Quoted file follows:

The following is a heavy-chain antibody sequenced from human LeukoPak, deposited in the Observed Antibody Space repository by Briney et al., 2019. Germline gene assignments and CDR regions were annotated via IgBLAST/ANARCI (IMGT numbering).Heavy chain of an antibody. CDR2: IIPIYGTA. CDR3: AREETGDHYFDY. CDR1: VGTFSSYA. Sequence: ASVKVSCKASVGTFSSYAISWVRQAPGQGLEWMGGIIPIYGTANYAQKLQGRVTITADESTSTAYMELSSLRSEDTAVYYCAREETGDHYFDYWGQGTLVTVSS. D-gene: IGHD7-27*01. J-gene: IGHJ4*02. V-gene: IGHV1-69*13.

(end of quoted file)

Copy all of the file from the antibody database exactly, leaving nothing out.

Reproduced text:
The following is a heavy-chain antibody sequenced from human LeukoPak, deposited in the Observed Antibody Space repository by Briney et al., 2019. Germline gene assignments and CDR regions were annotated via IgBLAST/ANARCI (IMGT numbering).Heavy chain of an antibody. CDR2: IIPIYGTA. CDR3: AREETGDHYFDY. CDR1: VGTFSSYA. Sequence: ASVKVSCKASVGTFSSYAISWVRQAPGQGLEWMGGIIPIYGTANYAQKLQGRVTITADESTSTAYMELSSLRSEDTAVYYCAREETGDHYFDYWGQGTLVTVSS. D-gene: IGHD7-27*01. J-gene: IGHJ4*02. V-gene: IGHV1-69*13.